Slowly, I started to realize what worked, what didn’t and why because he would show me immediately if what I was doing was making sense to him. I started to understand the concepts of pressure and release.
Communicating in that direct, clear way with a horse is something that I never thought I would be able to do. But it’s actually not that hard! Really, anyone can do it if they know the steps.
I get really excited when I talk about Ground-Up Horsemanship. It’s a unique system-based approach to horse problems.
I love sharing it because it gives you the tools that you need to handle anything your horse throws at you rather than just giving you a copy-paste approach to one problem.
Horses are living, breathing and extremely intelligent animals; they will sometimes outsmart the copy-paste solutions!
Not only will you get the huge benefit of always knowing what to do in sticky situations thereby avoiding embarrassment, but there is absolutely nothing like having that bond with your horse where you just know that they’ll respond to whatever you ask. Of having that calm confidence of just being in sync with your horse and never having to second guess what you’re doing or why you’re doing it.
If you have a horse that’s exceptionally well trained, you can certainly ride at an exceptionally high level without ever really understanding horses or how to really communicate with them.
I’ve been there!
But it’s just not the same because you’ll never have that confidence if the horse were to question you in any way. You just wouldn’t have an answer for him and then everything falls apart (unless your coach is there to rescue you).
If you have your own horse, then you already know that you need to be able to do this stuff. I definitely don’t need to tell you!
If you are riding school horses or have some sort of lease arrangement, however, this is so important for you as well! I went years without really knowing what I was missing but I knew there was definitely something.
Learning this stuff will take your riding to the next level and will finally get rid of all of those little anxieties when your horse just doesn’t listen and you don’t know why.
I didn’t grow up on a ranch but I grew up riding whenever my parents would take me and, of course, I was the crazy horse-girl to all of my friends.
I would get as many lessons as I could afford mostly focusing on Dressage and Hunter/Jumper. I had a natural knack for it and I was a quick learner so very soon was at an advanced level.
Over the course of almost 20 years, I rode a lot of different horses at a lot of different stables. When the horse was on board, my riding was excellent but all these little issues would pop up if the horse was slower, hyper or more stubborn that day and especially when no one else was around.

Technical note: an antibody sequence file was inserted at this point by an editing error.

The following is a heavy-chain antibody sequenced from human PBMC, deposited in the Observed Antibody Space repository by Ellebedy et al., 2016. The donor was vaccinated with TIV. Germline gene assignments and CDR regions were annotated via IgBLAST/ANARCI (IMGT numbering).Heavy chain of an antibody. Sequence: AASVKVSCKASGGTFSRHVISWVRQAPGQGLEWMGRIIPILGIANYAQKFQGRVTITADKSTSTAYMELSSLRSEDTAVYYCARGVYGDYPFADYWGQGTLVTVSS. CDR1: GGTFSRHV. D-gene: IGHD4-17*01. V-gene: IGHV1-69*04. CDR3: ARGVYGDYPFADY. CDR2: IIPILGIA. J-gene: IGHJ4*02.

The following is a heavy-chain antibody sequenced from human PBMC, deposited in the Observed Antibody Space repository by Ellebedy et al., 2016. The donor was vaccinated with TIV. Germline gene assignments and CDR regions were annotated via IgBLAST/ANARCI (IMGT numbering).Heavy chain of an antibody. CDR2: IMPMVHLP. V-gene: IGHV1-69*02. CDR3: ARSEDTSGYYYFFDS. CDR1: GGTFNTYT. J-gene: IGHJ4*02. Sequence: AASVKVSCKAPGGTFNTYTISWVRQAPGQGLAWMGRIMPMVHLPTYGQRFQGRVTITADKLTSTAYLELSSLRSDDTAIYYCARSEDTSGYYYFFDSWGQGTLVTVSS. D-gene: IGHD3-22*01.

For example, at times the horse wouldn’t let me get him from the paddock, I couldn’t pick up his hooves while grooming him, I couldn’t get him to go forwards at the beginning of a lesson by myself, he would refuse the first few jumps because he wouldn’t get up the necessary speed, the canter transition wasn’t as smooth as it should be.
I brushed all these things off because it wasn’t my horse and someone was always around to help me.
It wasn’t until I could afford my own horse that I suddenly had no choice but to fix all those little problems that inevitably pop up myself.
“Horses are never wrong. They always do what they do for a reason, it’s up to you to figure it out.”– Jeanette Walls
One day, I picked up a lunge line and just took my horse out to the arena on his halter. My horse was immediately completely focused on me and my signals.
After a few hours, I started to realize what body language worked, what didn’t and why because he would show me immediately if what I was doing was making sense to him.
Looking back on those days now, I realize that although I may have been a good rider for a long time in the setting of a lesson, I was not a good horse person and because of that I was not a great rider.
I had good balance, strength, knowledge of classical cues but I didn’t understand my horse.
I was missing the back and forth communication. I was missing the confidence and ease that comes with knowing you can back up and enforce all of your commands with your horse.
It’s the best feeling knowing that I don’t ever need to rely on someone else to fix my horse problems.
I’m no longer the embarrassed person running around in the field trying to catch her horse or the person struggling to get the bridle on for 20 minutes while her horse throws his head.
I also have the confidence to take my horse out on my own for long trail rides near roads, over streams, in the woods knowing that I’ll be able to handle anything that happens and I want the same for you!
Nope! As of right now, this guide is completely free. (It might not always be that way, though!)